Fatima Denton interview (full transcript)

Photo Credit: CGIAR / CCAFS.

Fatima Denton: Director of the United Nations Economic Commission for Africa covering climate change, the green economy, new technologies, innovation, minerals and extraction.

A shorter version of this interview is available here.


Anders Lorenzen:
Do you think climate change is one of the biggest issues facing Africa?


Fatima Denton:
Yes, undoubtedly. I think Africa has come a long way in terms of its own development. Africa is also growing at a very fast rate, at about 5%. I think there is confidence that this growth will continue and it will arrive at a double digit figure. I think if climate change is not addressed, it could derail Africa’s development. Climate change needs to be looked as not as an environmental problem but as a development problem that can actually conspire to derail Africa because of its development trajectory and where it wants to go.

AL:
Do you think there is enough information in Africa about climate change? Do Africans understand climate change and why it is happening?


FT:
I think there is a growing realisation that the climate is changing. I think when you talk to the rural community they can tell you and give you very specific indicators of what they used to see and that they are not seeing anymore. They would tell you about the length of the growing season, they will tell you about the rains, they will tell you about issues related to biodiversity. Things that they would see that would signal that the rains are about to start and they are not seeing it anymore. I think there is a kind of general awareness. So how you make that scientific issue is another matter. But at least from the face of it, people can actually tell you that these are the things that are happening, and it’s getting hotter, it’s getting cooler and that is not normal.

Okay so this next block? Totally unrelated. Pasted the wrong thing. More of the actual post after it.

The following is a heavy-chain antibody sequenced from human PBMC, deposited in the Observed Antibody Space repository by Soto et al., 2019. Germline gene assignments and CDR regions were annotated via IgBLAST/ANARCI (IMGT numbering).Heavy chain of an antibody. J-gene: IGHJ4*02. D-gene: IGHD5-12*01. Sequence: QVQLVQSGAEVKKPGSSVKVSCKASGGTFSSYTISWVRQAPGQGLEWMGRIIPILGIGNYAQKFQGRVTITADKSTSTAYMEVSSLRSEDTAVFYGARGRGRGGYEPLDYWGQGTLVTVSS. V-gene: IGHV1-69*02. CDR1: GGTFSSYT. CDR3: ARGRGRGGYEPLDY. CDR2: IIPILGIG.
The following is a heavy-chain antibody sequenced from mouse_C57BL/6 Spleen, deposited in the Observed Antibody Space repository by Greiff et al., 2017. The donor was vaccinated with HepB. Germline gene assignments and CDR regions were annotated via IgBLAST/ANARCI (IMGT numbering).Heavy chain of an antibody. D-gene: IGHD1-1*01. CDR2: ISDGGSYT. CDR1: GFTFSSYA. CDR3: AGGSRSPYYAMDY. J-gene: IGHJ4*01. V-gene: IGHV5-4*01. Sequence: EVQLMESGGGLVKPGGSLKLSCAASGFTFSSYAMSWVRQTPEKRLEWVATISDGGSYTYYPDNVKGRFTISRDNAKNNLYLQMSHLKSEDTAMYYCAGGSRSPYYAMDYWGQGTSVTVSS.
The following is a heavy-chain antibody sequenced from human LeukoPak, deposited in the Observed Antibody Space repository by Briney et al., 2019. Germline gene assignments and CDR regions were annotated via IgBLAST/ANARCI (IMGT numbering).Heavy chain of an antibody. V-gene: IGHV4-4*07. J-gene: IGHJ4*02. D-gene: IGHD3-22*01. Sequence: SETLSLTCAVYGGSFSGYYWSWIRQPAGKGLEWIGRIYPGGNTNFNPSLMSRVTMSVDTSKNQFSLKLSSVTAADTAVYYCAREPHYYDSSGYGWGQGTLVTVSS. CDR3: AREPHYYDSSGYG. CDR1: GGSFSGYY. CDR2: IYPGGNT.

AL:
Do you see any progressive leadership in Africa on climate change?


FT:
Yes I think so, I think it has come a long way. Africa has been going to the climate negotiations for 20 years like many other countries. Africa is the only region that has got a committee of African heads of states on climate change called the CAHOSCC (The Committee of African Heads of State and Government on Climate Change). So that, I think, is an indicator of the fact that it is seen as a political issue as well, and it’s high on the political radar. Policy makers have come together and asked – what can we do to address climate change? That is awareness. The public perception about climate change is also helping to tell African governments you have to act. We are seeing more leadership, more African countries are willing and ready to take on very
specific issues about climate change. Benin is one example. It has done quite a lot in terms of rural poverty. It is not talking about rural poverty in isolation, it is talking about rural poverty and climate change. So I think you have those kinds of countries that are looking at this very much as a time bomb, how climate change would very much act as a stressor that would ultimately create more difficulties in one sector or another.


AL:
How does corruption impact action on climate change?


FT:
I would like to believe that corruption is a problem you see everywhere and that there is no continent that has a monopoly on corruption. I do think that climate change in terms of its governance has actually unraveled a lot of issues. How do you govern? How do you create a system that works? Who gets to make which decisions and at what level? Climate change is potentially an issue that is a human security problem. Where do you start? Do you start from a local level? Do you start from a federal level like in Nigeria? Who has the power and authority to do what? So I think actually it has unmasked several very serious governing issues. We will have to decide what gets done on a decentralised level, what gets done on a provincial level and what gets done on a national level. And the rules that would stifle corruption, are rules that would have to be created not only in the international forum where decisions are being made about climate policy and climate action, but also in national forums where governments would have to say ‘these are the standards in place’ and insure those who are acting in favor of climate action would understand those rules and that they would be discouraged from using monies and funds that are not geared for that purpose.


AL:
How do we deal with Africa’s thirst for energy and can we demand that they should only develop clean sources of energy?


FT: